Black-Eyed Peas

Black Eyed Peas - 2

Happy New Year, folks! Do you have traditional foods you eat to welcome the new year? My mom is Japanese and one of the traditional dishes served to bring prosperity and good luck for the coming year is nishime – a Japanese vegetable stew that often features pork as well. As a kid, I simply examined each component of the nishime with great caution. There were often vegetables we didn’t eat at any other time, like Japanese potatoes and lotus root – plus knots of konbu that I approached with little, hesitant bites. I would gladly eat a bowl of nishime now, but my husband is not Asian and in fact comes from a Southern family. When it comes to traditional new year’s dishes, I go that route – black-eyed peas and greens being the highlight of the meal.

Black-eyed peas are not actually peas, but beans, belonging to the same legume family. There are a number of explanations for why people eat black eyed peas on new year’s day including demonstrating humility, a desire for expanding wealth in the coming year, or simply as a gesture for monetary luck since dried beans are thought to resemble coins. Personally, I simply enjoy the fact that black-eyed peas are a good source of vitamins A, C, and K, fiber, potassium, folate and iron.

I served these black-eyed peas with buttermilk cornbread, dirty rice, and collard greens. We then had a salted honey pie for dessert. The black-eyed peas are flavorful on their own. You can eat them as is, with steamed rice, alongside cornbread… Whatever you prefer!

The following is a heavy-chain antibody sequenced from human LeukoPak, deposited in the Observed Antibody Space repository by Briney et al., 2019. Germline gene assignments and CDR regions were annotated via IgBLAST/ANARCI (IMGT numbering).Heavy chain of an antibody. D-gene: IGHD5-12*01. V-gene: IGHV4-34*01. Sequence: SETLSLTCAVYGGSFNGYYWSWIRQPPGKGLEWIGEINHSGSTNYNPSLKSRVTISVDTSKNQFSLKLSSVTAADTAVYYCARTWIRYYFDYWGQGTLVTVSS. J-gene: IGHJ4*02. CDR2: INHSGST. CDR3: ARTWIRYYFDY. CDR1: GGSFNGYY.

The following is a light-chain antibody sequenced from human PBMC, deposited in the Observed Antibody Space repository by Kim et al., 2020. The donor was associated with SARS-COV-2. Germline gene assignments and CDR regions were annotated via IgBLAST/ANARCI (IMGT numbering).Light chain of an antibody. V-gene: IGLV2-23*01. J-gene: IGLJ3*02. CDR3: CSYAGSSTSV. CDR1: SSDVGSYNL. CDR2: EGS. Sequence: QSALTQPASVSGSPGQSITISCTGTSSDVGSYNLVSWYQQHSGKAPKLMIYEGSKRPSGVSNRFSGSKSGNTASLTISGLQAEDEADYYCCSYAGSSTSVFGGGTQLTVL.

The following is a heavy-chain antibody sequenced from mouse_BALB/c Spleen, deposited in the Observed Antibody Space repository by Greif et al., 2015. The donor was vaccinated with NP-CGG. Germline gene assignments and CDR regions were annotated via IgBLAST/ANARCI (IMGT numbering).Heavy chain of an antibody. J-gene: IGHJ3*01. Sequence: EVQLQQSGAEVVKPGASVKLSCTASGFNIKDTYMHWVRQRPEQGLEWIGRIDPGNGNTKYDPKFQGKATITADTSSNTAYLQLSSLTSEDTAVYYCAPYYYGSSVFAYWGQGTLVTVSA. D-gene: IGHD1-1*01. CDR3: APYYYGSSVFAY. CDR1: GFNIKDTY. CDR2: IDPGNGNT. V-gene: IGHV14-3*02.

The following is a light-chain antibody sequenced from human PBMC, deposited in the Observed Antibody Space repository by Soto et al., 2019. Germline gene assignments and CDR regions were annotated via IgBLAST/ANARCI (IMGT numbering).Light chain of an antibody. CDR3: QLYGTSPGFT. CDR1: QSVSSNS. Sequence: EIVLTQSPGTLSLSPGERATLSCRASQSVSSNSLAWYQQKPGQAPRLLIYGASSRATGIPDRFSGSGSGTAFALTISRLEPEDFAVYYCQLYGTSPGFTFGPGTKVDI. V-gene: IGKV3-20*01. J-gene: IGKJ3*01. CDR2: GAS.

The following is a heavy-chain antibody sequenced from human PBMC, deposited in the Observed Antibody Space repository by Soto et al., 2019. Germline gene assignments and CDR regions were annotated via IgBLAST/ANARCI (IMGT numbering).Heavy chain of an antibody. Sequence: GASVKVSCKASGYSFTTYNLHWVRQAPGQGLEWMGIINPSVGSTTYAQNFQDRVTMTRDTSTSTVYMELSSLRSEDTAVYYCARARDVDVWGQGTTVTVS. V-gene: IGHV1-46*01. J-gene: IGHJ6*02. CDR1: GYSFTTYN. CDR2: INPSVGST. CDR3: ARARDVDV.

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Vegetarian Black-Eyed Peas

Makes 10-12 servings. 


3 tablespoons canola oil
1 large onion, diced
2 cloves garlic, minced
1 large poblano pepper, roasted, diced with stem removed
1 large carrot, peeled and diced small
1 stalk celery, diced
One 14-ounce tube Gimme Lean Sausage
1 tablespoon fresh thyme, chopped
1 tablespoon creole seasoning
2 1/2 teaspoons kosher salt
3 cups dried black-eyed peas
8-10 cups water or vegetarian chicken broth


In a large stock pot, heat the oil over medium-high heat. Add the onion and garlic, cooking until the onion is translucent (5-7 minutes). Add the diced pepper, diced carrot, celery, and Gimme Lean. Use a wooden spoon to break the sausage up into bite-sized chunks. Stir occasionally, cooking until the sausage becomes lightly golden brown all over.

Add the thyme, creole seasoning, salt, and peas to the pot, stirring to combine everything well. Add the water or broth and stir again, just to combine everything. Cover and reduce heat to low. Cook until the black-eyed peas are tender (2 hours or so).

Serve hot, with steamed rice, cornbread, and/or your preferred accompanying dishes.

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About Julie Hashimoto-McCreery

28 year old food blogger and writer.

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